There are very few words recorded in scripture attributed to Mary, the Mother of Jesus. The first time we hear from her is in the gospel of St. Luke when the angel Gabriel appears to her and tells her she has been “greatly blessed.” This statement is an affirmative scriptural reference to Mary’s “Immaculate Conception.” She is not yet pregnant but Gabriel says she has already been prepared for her calling to be the mother of Jesus. The Church teaches that this preparation started with her sinless conception as a worthy “vessel” or “ark” for Jesus. When Mary speaks she questions Gabriel’s message and asks, “How can this be as I am a virgin?” The angel assures Mary and says, “The Holy Spirit will overshadow you and the power of God will rest upon you.” Mary then becomes very humble and submissive to the words of Gabriel and says, “Let it be done to me as you have said.”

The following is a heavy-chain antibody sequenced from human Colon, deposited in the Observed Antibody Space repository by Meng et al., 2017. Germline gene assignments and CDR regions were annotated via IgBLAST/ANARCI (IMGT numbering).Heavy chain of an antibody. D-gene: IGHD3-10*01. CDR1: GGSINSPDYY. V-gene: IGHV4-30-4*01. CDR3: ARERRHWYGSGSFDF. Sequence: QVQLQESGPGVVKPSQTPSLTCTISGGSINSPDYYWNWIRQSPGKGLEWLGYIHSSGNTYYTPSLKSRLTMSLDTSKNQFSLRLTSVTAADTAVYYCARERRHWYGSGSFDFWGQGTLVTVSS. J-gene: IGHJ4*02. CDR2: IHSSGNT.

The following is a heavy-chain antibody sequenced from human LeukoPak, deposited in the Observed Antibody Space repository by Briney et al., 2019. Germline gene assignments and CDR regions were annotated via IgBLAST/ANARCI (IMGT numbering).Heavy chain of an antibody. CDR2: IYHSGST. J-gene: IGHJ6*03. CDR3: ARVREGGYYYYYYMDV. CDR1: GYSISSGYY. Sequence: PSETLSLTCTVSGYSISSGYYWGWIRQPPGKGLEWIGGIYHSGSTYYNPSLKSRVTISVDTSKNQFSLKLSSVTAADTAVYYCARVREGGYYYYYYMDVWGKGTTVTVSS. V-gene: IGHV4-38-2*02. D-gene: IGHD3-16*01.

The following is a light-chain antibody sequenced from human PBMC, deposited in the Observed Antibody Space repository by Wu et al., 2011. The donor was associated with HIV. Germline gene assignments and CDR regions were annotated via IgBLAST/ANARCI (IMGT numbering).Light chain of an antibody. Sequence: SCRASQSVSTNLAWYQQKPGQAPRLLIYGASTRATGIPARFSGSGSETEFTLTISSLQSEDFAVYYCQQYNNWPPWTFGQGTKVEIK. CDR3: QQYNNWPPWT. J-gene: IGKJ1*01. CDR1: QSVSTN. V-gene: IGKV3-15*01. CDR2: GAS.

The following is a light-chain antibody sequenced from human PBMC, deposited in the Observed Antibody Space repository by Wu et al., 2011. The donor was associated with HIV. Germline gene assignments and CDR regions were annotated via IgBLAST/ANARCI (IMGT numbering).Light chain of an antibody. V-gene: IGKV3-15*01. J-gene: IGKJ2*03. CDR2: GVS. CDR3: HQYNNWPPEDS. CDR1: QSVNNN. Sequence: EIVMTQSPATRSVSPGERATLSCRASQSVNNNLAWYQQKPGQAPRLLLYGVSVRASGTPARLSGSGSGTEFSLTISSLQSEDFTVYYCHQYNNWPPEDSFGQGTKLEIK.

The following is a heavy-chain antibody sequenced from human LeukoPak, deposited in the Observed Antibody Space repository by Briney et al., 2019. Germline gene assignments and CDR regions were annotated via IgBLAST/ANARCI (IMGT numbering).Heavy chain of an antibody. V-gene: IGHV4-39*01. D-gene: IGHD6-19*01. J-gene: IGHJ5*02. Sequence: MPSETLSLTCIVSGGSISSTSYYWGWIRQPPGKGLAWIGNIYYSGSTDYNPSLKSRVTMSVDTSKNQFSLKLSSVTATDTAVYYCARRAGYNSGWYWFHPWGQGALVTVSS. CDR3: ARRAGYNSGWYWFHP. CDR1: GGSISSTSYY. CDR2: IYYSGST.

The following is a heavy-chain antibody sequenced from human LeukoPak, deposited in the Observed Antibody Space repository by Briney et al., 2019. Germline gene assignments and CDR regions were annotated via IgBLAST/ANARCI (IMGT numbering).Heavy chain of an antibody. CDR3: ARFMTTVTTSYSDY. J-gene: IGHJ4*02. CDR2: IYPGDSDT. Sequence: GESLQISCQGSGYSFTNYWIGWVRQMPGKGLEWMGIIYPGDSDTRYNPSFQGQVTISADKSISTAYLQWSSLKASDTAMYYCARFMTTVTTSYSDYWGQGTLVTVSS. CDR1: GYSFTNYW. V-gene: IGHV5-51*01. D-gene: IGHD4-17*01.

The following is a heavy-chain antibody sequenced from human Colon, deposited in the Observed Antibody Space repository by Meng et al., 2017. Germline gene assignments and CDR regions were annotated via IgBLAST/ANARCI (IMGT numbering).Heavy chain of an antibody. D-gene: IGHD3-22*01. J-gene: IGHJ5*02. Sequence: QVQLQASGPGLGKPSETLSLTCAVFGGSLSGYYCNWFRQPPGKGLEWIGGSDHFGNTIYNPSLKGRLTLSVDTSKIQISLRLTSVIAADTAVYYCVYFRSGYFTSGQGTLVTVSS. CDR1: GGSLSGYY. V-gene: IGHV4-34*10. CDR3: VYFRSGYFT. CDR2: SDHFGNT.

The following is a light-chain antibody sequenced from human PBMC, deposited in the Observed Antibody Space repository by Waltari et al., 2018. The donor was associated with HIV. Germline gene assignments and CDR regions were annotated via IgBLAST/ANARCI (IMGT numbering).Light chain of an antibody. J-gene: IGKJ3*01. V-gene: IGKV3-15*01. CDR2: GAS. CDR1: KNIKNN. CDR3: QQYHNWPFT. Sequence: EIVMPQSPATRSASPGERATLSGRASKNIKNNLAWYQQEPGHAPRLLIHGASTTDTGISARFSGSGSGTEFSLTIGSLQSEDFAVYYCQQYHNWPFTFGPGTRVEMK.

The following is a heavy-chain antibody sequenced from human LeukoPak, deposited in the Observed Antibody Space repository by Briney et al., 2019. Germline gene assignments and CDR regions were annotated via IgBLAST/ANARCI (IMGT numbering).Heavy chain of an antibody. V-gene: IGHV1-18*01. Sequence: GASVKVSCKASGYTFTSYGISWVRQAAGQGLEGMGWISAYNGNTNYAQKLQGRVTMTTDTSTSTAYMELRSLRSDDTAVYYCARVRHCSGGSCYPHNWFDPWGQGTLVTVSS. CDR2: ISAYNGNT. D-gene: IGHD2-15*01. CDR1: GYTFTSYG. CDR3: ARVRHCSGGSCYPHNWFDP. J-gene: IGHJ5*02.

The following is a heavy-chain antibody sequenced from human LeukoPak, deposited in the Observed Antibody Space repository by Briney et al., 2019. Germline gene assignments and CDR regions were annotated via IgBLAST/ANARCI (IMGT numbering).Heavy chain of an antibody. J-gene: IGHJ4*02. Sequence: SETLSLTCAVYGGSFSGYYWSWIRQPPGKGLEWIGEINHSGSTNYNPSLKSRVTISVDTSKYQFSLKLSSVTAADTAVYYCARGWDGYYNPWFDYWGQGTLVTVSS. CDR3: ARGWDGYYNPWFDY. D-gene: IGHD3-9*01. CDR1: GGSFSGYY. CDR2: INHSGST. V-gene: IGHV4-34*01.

Editors Note: Two readers share their thoughts on annulments being seen as part of a healing process and an aid to make second marriages work. With the permission of the authors, we included their full names and credentials.
It snowed the night before the funeral and was still snowing when we arrived at the small country cemetery. Because of the deep snow, none of the vehicles in the procession could traverse the hill leading to the grave site. The casket had to be transferred from the funeral car to a small truck and then moved up the hill. Although it was fourteen years ago, I can clearly remember walking through the blowing snow and thinking of my Mom’s life. She was on this earth for seventy-eight years and I had kept her at a distance. Only at the end of her life, when she was confined to a nursing home, did I acknowledge and return the unconditional love she always gave to me.